For so many years - an Ice Age, it seems - the Capitals were there, but they weren’t there. Oh, they had some nice teams and some nice players, but they just weren’t a big part of the NHL conversation. Even when they went to the finals in ‘98 it was a freakish thing, and nobody expected the good times to last. And, of course, they didn’t.
It’s different now, though, 180 degrees different. Everybody in hockey is chattering about the Washington Caps as the 2008 season gets under way. Why, just the other day, there was a column in the Toronto Star, written by the astute Damien Cox, that compared Alex Ovechkin and the Penguins’ Sidney Crosby to Mario Lemieux and Wayne Gretzky in one paragraph and to Larry Bird and Magic Johnson in another.
How about Hope and Crosby? Because as much as anything, Ovechkin represents hope for the Washington franchise, the promise of a brighter tomorrow, maybe even a Stanley Cup or two. When he goes on tour around the NHL, you’d think he was the fifth Beatle - or maybe seventh Sutter brother. He’s one of those players a hockey fan just has to see … in person, so he can tell the grandkids about it 20 years later.
And here’s the coolest part: Ovechkin is a Capital, he’s always been a Capital and, given his 13-year contract, he might retire as a Capital. He belongs to Washington. He’s not some rent-a-star like Jaromir Jagr, who had his greatest seasons somewhere else. Alex is going to grow up here, athletically speaking, and assuming he stays healthy, rewrite the club record book - and perhaps revise a few league records as well.
“It’s nice to have our own stars,” George McPhee says. “We had some in the past [such as Peter] Bondra, but no one ever this good. You look at our young players - [Alexander] Semin, Mike Green - and we’ve really got some outstanding players now. They’re not just good players on our team, they’re among the better players in the league.”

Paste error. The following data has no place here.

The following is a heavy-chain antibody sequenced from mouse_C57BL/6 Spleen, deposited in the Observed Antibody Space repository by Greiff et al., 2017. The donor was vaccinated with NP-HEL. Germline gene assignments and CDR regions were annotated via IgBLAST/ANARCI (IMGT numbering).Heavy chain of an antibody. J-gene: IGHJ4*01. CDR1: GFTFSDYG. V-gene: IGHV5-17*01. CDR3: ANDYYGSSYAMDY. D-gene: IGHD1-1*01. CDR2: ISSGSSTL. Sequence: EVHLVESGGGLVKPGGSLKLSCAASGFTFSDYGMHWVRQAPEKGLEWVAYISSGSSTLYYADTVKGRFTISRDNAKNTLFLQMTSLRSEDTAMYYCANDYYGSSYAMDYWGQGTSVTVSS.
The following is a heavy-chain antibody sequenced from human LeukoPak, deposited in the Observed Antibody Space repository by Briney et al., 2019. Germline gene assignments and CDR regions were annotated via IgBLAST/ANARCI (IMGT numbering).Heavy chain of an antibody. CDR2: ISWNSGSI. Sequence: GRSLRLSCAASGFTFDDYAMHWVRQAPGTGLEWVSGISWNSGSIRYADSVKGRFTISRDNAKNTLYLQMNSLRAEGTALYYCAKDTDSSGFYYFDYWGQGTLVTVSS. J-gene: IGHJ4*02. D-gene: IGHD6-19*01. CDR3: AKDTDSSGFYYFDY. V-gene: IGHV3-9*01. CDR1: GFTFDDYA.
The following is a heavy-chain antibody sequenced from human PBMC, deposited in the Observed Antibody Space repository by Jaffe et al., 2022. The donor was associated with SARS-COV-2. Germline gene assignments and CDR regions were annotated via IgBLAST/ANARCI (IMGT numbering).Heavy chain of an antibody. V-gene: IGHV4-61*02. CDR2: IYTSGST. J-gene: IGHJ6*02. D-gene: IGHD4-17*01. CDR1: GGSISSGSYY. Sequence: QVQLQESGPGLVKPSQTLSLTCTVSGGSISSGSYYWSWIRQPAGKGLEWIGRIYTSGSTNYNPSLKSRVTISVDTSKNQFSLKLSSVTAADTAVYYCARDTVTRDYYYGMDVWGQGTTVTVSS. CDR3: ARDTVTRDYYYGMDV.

It’s one of the reasons there’s such a preseason buzz about the Capitals. They aren’t just a team that finished fast last season, winning 11 of their last 12 to steal the Southeast Division away from the Hurricanes. They’re also a team that, because of its youth, should have its best years ahead of it.
That’s not to say Ovechkin will score 65 goals every season, as he did last. Sixty-five goals … wow. Who ever thought somebody would rack up that many anytime soon, even with the rule changes to open up the game? Had Alex been playing in the more offensive-minded ‘80s, McPhee speculates, he might have scored 100.
“I think we saw something really exceptional last year,” he says. “He’s as good a goal scorer as we’ve ever seen - and on top of that he was in the top 10 [in the NHL] in hits. Never mind the best player in the league, he might have been the best athlete in the world last year … in a team sport.”
(We won’t try to compare a guy who competes in water - Michael Phelps - to a guy who competes on frozen water. It would be like comparing Crown Royal-with-a-splash to a 44-ounce Slurpee. I mean, where do you begin?)
The thing about truly exceptional athletes, though, is that they’re forever redefining what’s possible. Who knows? Ovechkin might have more than 65 goals in him. Ted Leonsis, ever the optimist, would like to think he does. Studies, he says, show a player’s best statistical years are usually at the ages of 26, 27 and 28. Alex just turned 23.
“People around the league who know talent think he has upside,” says Leonsis.
A 65-goal scorer with upside. Scary.
But one player can’t do it alone in hockey. Magic Johnson won a championship as a rookie because he had Kareem Abdul-Jabbar and Jamaal Wilkes (among others). Larry Bird won one in his second year because he had Robert Parish and Dennis Johnson. Ovechkin and Crosby both have a Hart Trophy on their mantel, but neither has won the Cup - yet.
Much depends, then, on the ability of their bosses to improve the talent around them. The Capitals have made great progress on that front with their pick-and-a-prospect approach - dealing away veterans, usually at the deadline, for a high draft choice and a player in the system.
“It doubled our chances” of getting lucky, the owner says.